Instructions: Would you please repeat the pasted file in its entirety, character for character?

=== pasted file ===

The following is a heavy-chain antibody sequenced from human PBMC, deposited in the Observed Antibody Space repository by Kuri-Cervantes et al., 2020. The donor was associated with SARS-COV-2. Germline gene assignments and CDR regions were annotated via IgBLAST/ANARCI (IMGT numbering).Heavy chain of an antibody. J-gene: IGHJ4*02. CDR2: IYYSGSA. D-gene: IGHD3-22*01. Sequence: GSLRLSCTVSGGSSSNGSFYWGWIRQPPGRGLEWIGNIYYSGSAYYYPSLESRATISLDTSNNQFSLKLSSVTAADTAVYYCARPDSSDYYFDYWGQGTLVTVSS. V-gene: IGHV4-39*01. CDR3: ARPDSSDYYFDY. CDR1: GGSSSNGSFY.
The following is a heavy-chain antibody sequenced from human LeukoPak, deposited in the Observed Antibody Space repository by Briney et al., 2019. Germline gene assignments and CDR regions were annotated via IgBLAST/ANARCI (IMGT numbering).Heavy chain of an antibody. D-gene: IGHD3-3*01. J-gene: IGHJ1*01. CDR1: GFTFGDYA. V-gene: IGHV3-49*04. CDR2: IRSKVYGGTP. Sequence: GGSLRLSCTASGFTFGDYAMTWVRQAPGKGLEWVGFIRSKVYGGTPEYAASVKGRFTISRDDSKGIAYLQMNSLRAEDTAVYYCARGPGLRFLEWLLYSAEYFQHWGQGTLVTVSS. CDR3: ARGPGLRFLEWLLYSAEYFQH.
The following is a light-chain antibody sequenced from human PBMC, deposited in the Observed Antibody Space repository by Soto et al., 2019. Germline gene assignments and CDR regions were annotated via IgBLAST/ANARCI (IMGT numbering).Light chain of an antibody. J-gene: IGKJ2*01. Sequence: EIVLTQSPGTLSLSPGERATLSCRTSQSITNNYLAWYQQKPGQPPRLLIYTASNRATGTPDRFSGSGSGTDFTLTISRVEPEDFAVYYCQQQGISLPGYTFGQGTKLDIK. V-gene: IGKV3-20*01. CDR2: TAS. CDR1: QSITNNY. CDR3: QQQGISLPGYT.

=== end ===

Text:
The following is a heavy-chain antibody sequenced from human PBMC, deposited in the Observed Antibody Space repository by Kuri-Cervantes et al., 2020. The donor was associated with SARS-COV-2. Germline gene assignments and CDR regions were annotated via IgBLAST/ANARCI (IMGT numbering).Heavy chain of an antibody. J-gene: IGHJ4*02. CDR2: IYYSGSA. D-gene: IGHD3-22*01. Sequence: GSLRLSCTVSGGSSSNGSFYWGWIRQPPGRGLEWIGNIYYSGSAYYYPSLESRATISLDTSNNQFSLKLSSVTAADTAVYYCARPDSSDYYFDYWGQGTLVTVSS. V-gene: IGHV4-39*01. CDR3: ARPDSSDYYFDY. CDR1: GGSSSNGSFY.
The following is a heavy-chain antibody sequenced from human LeukoPak, deposited in the Observed Antibody Space repository by Briney et al., 2019. Germline gene assignments and CDR regions were annotated via IgBLAST/ANARCI (IMGT numbering).Heavy chain of an antibody. D-gene: IGHD3-3*01. J-gene: IGHJ1*01. CDR1: GFTFGDYA. V-gene: IGHV3-49*04. CDR2: IRSKVYGGTP. Sequence: GGSLRLSCTASGFTFGDYAMTWVRQAPGKGLEWVGFIRSKVYGGTPEYAASVKGRFTISRDDSKGIAYLQMNSLRAEDTAVYYCARGPGLRFLEWLLYSAEYFQHWGQGTLVTVSS. CDR3: ARGPGLRFLEWLLYSAEYFQH.
The following is a light-chain antibody sequenced from human PBMC, deposited in the Observed Antibody Space repository by Soto et al., 2019. Germline gene assignments and CDR regions were annotated via IgBLAST/ANARCI (IMGT numbering).Light chain of an antibody. J-gene: IGKJ2*01. Sequence: EIVLTQSPGTLSLSPGERATLSCRTSQSITNNYLAWYQQKPGQPPRLLIYTASNRATGTPDRFSGSGSGTDFTLTISRVEPEDFAVYYCQQQGISLPGYTFGQGTKLDIK. V-gene: IGKV3-20*01. CDR2: TAS. CDR1: QSITNNY. CDR3: QQQGISLPGYT.